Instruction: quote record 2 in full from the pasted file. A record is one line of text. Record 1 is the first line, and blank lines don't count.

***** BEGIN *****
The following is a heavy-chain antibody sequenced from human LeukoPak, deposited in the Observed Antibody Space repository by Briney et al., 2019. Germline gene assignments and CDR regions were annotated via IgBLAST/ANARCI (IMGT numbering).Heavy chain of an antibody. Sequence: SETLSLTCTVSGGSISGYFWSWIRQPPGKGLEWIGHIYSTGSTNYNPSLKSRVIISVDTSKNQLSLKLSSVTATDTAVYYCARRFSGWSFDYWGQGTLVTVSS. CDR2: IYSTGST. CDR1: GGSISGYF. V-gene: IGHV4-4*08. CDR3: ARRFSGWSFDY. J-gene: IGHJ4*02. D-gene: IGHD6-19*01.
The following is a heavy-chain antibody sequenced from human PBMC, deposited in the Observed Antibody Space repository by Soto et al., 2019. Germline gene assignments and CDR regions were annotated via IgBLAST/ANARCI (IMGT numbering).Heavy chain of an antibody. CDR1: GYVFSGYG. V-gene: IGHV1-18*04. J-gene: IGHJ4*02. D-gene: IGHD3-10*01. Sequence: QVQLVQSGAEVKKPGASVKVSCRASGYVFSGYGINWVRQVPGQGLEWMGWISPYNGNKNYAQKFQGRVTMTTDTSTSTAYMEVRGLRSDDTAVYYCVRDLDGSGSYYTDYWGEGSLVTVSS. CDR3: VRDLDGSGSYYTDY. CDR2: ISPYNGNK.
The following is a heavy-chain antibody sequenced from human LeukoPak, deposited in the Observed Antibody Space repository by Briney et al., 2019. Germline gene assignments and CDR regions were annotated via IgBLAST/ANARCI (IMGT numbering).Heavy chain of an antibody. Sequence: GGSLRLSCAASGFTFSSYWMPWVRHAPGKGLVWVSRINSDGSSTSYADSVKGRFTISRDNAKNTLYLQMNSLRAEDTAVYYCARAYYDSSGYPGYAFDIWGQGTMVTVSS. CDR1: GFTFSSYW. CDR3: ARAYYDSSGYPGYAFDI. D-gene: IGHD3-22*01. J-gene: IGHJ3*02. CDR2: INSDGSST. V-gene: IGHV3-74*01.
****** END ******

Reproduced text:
The following is a heavy-chain antibody sequenced from human PBMC, deposited in the Observed Antibody Space repository by Soto et al., 2019. Germline gene assignments and CDR regions were annotated via IgBLAST/ANARCI (IMGT numbering).Heavy chain of an antibody. CDR1: GYVFSGYG. V-gene: IGHV1-18*04. J-gene: IGHJ4*02. D-gene: IGHD3-10*01. Sequence: QVQLVQSGAEVKKPGASVKVSCRASGYVFSGYGINWVRQVPGQGLEWMGWISPYNGNKNYAQKFQGRVTMTTDTSTSTAYMEVRGLRSDDTAVYYCVRDLDGSGSYYTDYWGEGSLVTVSS. CDR3: VRDLDGSGSYYTDY. CDR2: ISPYNGNK.